Eidesis; Eau De Love

By Baishali Banerjee

We often hear in the present day talk about the concept of self-love. But does self-love mean love from within for oneself or love for our physical appearance? It’s not always an easy concept to love one who is inside but the warnings are there in history and myths of the dangers of loving one’s physical self. Who would have thought that one’s love for their own physical appearance would cost them their life? Think of the Greek Myth of Narcissus, his tragic story eventually has now led to perfume. Eidesis; Eau De Love

Who remembers the myth of Narcissus? The Self Lover in Greek mythology.

Many women fell in love with this young man because he was so attractive; he was not kind back to them. For being unkind and breaking the heart of one of his lovers, he was punished by Nemesis, the goddess of retribution and revenge.

She led him to a pool where he fell in love with his own reflection in the water. Though he was initially unaware that it was only a mirror when he did realise the image was not ‘real’ he became dejected that the love he felt could not come bare fruit he ended his life.

A story as relevant now as it was when it was written especially as we live in a time of ‘selfies’ however this is a timeless tale one with layers of human intrigue and a storyline rich in emotion; One that has spawned a modern new scent.

Eidesis Eau De Parfum by Aesop and their fragrance partner and nose Barnabe Fillion commemorates the fictitious worlds that lie under the surface of the mirror by using symbolism from the Greek myth of Narcissus. This perfume combines iridescent blossoms with an earthy, woody base while bursting with beautiful and fresh top notes of Petitgrain, and Black pepper.

Interestingly, Petitgrain Essential Oil is cultivated from the twigs and leaves of the bitter orange tree through a process of steam distillation, characterized by its potent and intoxicating aroma.

The perfume of petitgrain oil is sweet yet sour, with hints of floral and woody notes. It combines very well with oils that are flowery, citrus, and woody.

For centuries, black pepper has been the mainstay of the exchange of goods, and today it is the most widely used spice in the world, due to its inherent ability to not only improve the taste of food but also facilitate digestion. It is also very involved in perfume making because of the ability to connect the top and bottom notes of the perfume composition in a fresh, yet bold way; it can bring together notes within a scent.

A smell, whether in the air, on our skin, or on our clothes, creates a world within our world that is both physical and imagined—a phenomenon that blurs the boundaries of past and present, real and unreal, here and there. A window into nature, so to speak, one that invites a dialogue with surroundings that we inhabit but often overlook.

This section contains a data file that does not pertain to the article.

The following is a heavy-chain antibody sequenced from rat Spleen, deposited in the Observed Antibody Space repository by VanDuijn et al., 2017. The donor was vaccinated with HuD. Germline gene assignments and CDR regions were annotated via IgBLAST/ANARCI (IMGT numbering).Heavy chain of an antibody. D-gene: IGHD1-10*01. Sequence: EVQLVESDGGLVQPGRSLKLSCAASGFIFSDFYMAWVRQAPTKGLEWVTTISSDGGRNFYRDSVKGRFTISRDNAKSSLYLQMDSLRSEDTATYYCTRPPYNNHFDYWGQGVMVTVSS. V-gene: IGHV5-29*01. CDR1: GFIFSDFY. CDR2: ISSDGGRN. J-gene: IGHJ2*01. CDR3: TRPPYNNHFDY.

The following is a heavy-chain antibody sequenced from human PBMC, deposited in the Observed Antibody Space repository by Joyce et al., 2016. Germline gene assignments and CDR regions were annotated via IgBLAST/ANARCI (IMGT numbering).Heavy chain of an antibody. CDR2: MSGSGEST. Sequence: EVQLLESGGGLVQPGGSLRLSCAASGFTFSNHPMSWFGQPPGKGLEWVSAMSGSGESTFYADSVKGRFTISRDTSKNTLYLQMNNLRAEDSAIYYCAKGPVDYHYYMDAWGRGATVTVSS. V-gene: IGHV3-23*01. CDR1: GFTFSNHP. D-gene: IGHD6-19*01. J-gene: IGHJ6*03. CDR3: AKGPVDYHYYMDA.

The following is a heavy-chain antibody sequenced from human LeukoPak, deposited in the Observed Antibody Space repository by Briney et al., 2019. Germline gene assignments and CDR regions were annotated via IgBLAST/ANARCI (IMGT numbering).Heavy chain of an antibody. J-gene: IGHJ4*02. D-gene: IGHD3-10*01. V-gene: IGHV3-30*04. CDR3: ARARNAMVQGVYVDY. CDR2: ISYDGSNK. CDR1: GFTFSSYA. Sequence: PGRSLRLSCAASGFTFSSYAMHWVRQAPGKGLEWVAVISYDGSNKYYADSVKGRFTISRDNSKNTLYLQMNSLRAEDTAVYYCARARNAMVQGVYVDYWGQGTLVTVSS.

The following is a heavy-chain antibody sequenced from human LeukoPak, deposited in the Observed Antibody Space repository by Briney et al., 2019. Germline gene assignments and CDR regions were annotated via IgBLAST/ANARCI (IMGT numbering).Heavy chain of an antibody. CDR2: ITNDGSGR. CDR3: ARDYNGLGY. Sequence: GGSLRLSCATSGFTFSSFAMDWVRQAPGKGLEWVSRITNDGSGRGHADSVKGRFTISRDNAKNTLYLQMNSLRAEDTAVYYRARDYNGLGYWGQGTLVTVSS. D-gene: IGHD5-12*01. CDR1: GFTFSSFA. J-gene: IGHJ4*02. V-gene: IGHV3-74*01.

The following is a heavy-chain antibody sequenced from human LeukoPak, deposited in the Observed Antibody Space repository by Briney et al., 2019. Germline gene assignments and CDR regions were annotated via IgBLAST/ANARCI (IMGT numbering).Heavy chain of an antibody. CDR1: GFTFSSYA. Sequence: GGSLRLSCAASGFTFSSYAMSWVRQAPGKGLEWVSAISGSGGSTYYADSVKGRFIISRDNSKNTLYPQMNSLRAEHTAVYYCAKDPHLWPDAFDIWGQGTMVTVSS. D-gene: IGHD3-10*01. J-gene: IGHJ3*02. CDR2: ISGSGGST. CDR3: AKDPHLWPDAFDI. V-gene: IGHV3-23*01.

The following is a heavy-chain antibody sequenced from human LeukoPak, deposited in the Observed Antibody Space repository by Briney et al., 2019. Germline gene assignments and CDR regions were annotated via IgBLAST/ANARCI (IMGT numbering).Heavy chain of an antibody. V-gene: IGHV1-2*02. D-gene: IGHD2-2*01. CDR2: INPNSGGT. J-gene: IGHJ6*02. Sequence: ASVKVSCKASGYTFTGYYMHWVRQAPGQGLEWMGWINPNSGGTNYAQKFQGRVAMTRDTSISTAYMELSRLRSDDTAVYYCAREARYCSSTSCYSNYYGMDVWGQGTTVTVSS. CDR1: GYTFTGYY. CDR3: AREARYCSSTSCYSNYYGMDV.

Barnabe Fillion

Furthermore, the heart notes combine spice, incense and wood through Cumin, Cedar and Frankincense, giving a sense of the more expansive wood notes and rich, welcoming earth in the base.

If you use a lot of cumin in your cuisine, its pungent scent may linger on your clothing, furnishings, and surroundings with an earthy aroma. Unless you frequently cook with cumin, this odour will soon go away.

Surprisingly, a lot of people find a resemblance between the smell of cumin and natural bodily scent. The aroma of cedar wood oil, on the other hand, is woodsy with a citrus undertone. It is known to be camphorous and has balsamic undertones.

Associated perfume descriptors for this fragrant wood scent include pencil shavings and elegant cigar boxes, both of which are frequently made of cedar.

Last but not the least, if you’re curious about what frankincense smells like, most people describe it as being soft, sweet, and lemony while also having an earthy, woodsy, piney, or balsamic aroma.

Woody, spicy, ambery, Eidesis is the perfume equivalent of gazing into a mirror but that mirror is outside, surrounded by woods and held in a liminal space. The opening burst of black pepper and darkly sexy Frankincense sets the mood of intrigue because almost buried along with it, squirrelled away the brightness of petitgrain. The perfumer Barnabé Fillion (a long-term Aesop collaborator) did a similar trick with Hwyl where he buried in the middle of the scent Vanilla Bourbon, which is almost undetectable but utterly makes the fragrance so genius and it’s the same here. Once the spice and bright petitgrain kick in then the sublime lightness of florals melds with light and dark woods and grassy divine vetiver.

Genderless and part of the Othertopias range sold in 50 ml bottles as an EDP. Understandably the perfume is calming to the mind and soul and is complex and beautifully balanced with the little surprises you would expect from this brand and the perfumer Barnabé Fillion.

The new EDP is available here at Aesop.Com.

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